Friday, 8 November 2013

Nostalgic November 2! Friendship

Howde  Folks!

Donald and I are still here. We've not heard directly from Lady M, but the grapevine tells us that she is having the time of her life in the sun.

Anyway, I hope you enjoyed our revival of 'Derekisms' last week. This week I've found another of her early blogs originally titled, 'How far would you go?' It asks questions about true friendship. Well, when I was with you downstairs I only had one real friend from my infant school days... dear Miranda. We were very different people but that difference seemed to seal our friendship and later we became sister-in-laws. In fact, when I knew I was going to leave the downstairs party too soon it was Miranda who I left the most intimate of letters to begging her to look after my children and marry  Derek (well, perhaps that was a tall order) so that they would be a family. I left her a friendship bracelet as a special gift and I know she treasures it.

Anyway, on to Lady M's blog.


This week I'm thinking about real genuine friendship and ask,

What is true friendship?

How far would you go to help a friend?

The ultimate answer is given in Dickens' novel, 'A Tale of Two Cities' when Sydney Carton, an innocent man, is going to the scaffold, "It is a far, far better thing that I do, than I have ever done..." Would you surrender your life for someone else? We do have our brave heroes in society:- the emergency services and our soldiers who risk their lives every day. They earn and deserve our respect and thanks. But as to the rest of us, would we really make that sacrifice?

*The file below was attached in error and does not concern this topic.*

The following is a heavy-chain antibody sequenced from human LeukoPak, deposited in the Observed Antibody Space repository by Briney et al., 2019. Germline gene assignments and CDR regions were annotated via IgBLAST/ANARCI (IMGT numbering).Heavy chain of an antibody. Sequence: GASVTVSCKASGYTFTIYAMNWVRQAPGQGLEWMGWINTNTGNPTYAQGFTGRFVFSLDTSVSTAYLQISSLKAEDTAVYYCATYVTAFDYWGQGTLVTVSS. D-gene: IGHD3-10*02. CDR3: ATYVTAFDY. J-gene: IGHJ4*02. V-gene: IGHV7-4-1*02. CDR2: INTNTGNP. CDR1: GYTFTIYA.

How often have you been let down or betrayed by someone you thought was a true friend?

Are you a giver or a taker in friendships?

Do you still have friendships from childhood days which have lasted throughout life?

What qualities do you look for in a friend?

What is the magic ingredient that makes friendship?

Perhaps you are or have a true friend. Maybe you would like to share the secret of your friendship with us?

George Washington stated, "True friendship is a plant of slow growth."

R W Emerson, the American writer stated, "The only way to have a friend is to be one."

Albert Camus, the French writer stated, "Don't walk before me, I may not follow.
Don't walk behind me, I may not lead. Just walk beside me, and be my friend."

Is friendship really that simple?

In "Stay in Touch", two school friends promise to remain friends forever but their individual life's take over and their friendship is reduced to Christmas and Birthday cards with messages for fifteen years. When they do meet up again and try and catch up on the lost years that old enemy the time thief allows just a stolen hour on Sheffield station. During that hour both admire their friend and decide that she has the better life; the wealthy Lucy leaves envious of her friends apparent happiness whereas the poor, down-trodden victim Chrissy watches her friend leave in the first class compartment thinking that the real answer to life's problems is money. What transpires as a result of the meeting are two very changed life's as they both aspire to be like the other and try to complete a list of childhood goals before their fiftieth birthdays.

(Trust her to mention one of her books!)
Until next week, Look After Each Other!
Thought for the week, Your friend is a man who knows all about you, and still likes you. (Elbert Hubbard, The Notebook 1927)
Sofia  xxx

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